I am a fourth year university student studying in Okayama, Japan. Many people asked me why I chose to study in a smaller city like Okayama when there are obviously merits to living in a big city (more options for entertainment, more of a cosmopolitan ambience, generally more exciting, etc). However, there is less of an incentive to speak Japanese when there are so many foreigners living in the bigger cities. In any case, my experience living in Okayama so far has been wonderful. In the past four months, I have made many good friends, had some truly memorable experiences and learnt a lot of Japanese!
In fact, I was originally planning to take only one semester of study in Japan, but towards the end I decided to extend my stay to a full year. Truly, I now understand that as an exchange student you cannot really immerse yourself into the culture unless you stay in the host country for a year. I thought long and hard about my decision because it meant that I would not be able to see my family and friends from Australia for a long time. However, I decided that the opportunity was too good to lose. I really want to develop closer relationships with the friends I have made here, improve my Japanese speaking ability, and grow into a more confident and self-reliant person. These are my current goals.
At times, there have been frustrating and difficult moments when communicating with people because of cultural differences. However, I do believe it is important to always try to see the good points when those situations arise. For me, they were not as acute as ‘culture shock’ because this is my second time in Japan. When these difficult moments occur due to misunderstandings, I find that communication is very important. Do not shut yourself off from the people around you. It is best to communicate honestly if you are concerned about something.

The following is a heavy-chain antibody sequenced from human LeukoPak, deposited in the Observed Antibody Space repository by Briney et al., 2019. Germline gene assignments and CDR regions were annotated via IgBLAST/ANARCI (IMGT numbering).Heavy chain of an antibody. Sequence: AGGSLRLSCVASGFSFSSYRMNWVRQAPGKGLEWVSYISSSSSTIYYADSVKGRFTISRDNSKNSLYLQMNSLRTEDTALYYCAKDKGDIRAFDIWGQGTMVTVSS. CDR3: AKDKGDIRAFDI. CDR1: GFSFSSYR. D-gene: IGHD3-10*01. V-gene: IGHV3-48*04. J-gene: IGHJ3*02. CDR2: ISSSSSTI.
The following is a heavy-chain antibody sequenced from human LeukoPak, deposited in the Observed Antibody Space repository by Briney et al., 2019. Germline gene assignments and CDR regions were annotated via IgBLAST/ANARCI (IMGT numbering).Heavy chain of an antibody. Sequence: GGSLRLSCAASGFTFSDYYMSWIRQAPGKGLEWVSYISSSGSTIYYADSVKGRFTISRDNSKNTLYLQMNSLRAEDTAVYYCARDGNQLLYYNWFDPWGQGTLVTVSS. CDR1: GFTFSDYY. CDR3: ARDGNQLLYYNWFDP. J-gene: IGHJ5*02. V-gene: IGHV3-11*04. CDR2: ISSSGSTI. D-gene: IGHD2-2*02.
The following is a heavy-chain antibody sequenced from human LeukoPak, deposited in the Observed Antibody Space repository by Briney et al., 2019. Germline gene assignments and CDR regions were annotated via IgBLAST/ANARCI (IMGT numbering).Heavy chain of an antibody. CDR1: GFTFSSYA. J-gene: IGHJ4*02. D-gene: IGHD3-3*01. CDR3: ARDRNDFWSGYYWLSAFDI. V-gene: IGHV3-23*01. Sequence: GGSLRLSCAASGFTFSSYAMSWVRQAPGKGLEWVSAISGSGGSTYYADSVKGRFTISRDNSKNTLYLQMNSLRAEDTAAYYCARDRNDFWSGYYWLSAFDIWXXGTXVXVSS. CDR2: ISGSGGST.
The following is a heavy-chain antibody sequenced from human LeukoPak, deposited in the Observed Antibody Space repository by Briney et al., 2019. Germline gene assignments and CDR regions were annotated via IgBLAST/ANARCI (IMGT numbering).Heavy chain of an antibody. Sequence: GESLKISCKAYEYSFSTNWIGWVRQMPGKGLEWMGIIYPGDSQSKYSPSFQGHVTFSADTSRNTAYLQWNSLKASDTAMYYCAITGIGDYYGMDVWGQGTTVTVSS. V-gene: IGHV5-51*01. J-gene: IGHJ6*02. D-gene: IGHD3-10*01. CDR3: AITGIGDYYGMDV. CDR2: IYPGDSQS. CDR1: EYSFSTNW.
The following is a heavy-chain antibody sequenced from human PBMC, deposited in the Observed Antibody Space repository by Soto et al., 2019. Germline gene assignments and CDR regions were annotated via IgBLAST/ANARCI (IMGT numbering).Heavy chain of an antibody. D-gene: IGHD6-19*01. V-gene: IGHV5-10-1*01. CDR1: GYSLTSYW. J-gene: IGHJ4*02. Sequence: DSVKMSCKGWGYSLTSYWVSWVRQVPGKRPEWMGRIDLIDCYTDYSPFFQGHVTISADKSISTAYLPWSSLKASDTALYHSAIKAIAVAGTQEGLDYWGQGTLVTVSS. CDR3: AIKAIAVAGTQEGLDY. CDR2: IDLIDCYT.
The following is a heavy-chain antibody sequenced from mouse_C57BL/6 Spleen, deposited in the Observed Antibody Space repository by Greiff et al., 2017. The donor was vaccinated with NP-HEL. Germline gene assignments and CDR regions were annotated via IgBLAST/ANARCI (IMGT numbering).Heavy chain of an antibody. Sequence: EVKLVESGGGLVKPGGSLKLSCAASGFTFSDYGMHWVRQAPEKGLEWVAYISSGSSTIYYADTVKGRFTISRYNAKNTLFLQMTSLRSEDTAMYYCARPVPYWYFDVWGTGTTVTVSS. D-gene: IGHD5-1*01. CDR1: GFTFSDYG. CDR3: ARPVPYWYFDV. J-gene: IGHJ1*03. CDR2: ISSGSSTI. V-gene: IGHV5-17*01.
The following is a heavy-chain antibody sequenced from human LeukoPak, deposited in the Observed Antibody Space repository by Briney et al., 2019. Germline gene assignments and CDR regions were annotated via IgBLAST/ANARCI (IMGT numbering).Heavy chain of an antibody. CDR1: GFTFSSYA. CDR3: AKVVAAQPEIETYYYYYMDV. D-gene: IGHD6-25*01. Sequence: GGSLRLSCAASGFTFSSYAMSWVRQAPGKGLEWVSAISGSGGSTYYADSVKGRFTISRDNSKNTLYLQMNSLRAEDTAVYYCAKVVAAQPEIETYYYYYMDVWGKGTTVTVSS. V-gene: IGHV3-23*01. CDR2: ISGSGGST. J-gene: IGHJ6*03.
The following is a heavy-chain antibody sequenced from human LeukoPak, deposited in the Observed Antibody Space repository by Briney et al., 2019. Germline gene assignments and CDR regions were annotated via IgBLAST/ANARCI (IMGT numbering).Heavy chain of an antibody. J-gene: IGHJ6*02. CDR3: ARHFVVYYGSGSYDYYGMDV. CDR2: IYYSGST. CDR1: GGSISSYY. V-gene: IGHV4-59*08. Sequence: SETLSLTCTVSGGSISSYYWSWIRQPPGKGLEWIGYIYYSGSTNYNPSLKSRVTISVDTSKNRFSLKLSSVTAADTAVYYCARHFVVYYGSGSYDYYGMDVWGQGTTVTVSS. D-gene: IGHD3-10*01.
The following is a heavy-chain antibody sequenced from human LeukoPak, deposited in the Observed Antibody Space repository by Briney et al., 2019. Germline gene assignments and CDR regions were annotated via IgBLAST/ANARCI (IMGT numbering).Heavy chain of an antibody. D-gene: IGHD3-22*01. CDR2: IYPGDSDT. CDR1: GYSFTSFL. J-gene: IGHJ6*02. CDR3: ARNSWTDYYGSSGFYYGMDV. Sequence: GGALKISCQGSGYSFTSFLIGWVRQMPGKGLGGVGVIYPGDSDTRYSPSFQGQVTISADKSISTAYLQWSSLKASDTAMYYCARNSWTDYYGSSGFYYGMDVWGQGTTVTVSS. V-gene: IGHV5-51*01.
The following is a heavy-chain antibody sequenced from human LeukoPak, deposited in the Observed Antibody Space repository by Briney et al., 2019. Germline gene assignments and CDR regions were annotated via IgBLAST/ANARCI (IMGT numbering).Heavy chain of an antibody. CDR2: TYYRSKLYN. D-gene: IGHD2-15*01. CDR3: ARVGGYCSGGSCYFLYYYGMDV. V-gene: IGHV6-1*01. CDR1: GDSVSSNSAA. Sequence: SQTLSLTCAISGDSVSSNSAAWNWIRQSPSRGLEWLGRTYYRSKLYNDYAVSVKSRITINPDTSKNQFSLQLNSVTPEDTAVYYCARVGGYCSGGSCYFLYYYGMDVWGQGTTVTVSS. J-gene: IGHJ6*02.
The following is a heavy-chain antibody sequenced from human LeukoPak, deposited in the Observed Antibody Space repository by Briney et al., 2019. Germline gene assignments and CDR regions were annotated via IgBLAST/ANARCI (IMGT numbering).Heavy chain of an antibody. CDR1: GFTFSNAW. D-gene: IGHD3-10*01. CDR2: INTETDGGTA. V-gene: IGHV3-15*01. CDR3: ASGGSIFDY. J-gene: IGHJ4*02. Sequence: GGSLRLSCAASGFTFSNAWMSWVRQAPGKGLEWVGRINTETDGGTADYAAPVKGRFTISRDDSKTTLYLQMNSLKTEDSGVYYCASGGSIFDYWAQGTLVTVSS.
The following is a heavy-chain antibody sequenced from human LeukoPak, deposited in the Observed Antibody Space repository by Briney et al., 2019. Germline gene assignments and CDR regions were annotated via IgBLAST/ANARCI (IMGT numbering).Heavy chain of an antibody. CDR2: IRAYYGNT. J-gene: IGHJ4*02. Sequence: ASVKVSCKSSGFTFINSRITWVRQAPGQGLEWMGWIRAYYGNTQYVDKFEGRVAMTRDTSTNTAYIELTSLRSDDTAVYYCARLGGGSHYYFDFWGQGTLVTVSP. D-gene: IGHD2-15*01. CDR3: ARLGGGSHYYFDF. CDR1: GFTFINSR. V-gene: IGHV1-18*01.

Overall though, I can confidently say that the good times DEFINITELY outweigh the more challenging moments during my exchange. It is difficult to sum up all the amazing experiences because there are so many! One of those memorable experiences for which I will be eternally grateful occurred during my first week in Japan. I was on the shinkansen (bullet train) bound for Tokyo and happened to be standing next to an older Japanese lady who, noticing I was a foreigner, began to speak to me in English. We had a good conversation using both Japanese and English and, later, just before getting off the train she gave me her phone number and told me to get in contact with her if I was ever to visit Hiroshima, her hometown. Two months later, I was in Hiroshima for three days and stayed at this lady’s house with her family during that time! I cannot explain just how grateful I was for such genuine hospitality, but this experience is something that I will never forget.
Meeting so many wonderful and kind people who will give up so much of their time to help you have a good experience has really touched me. It has inspired me to do the same for friends and show kindness to strangers. This is one of the most important things I have learnt while on exchange in Japan. I hope to learn many more things while I am here! 🙂
Dressed up in yukata (summer kimono) for sightseeing in Kyoto
In front of A-Bomb Dome in Hiroshima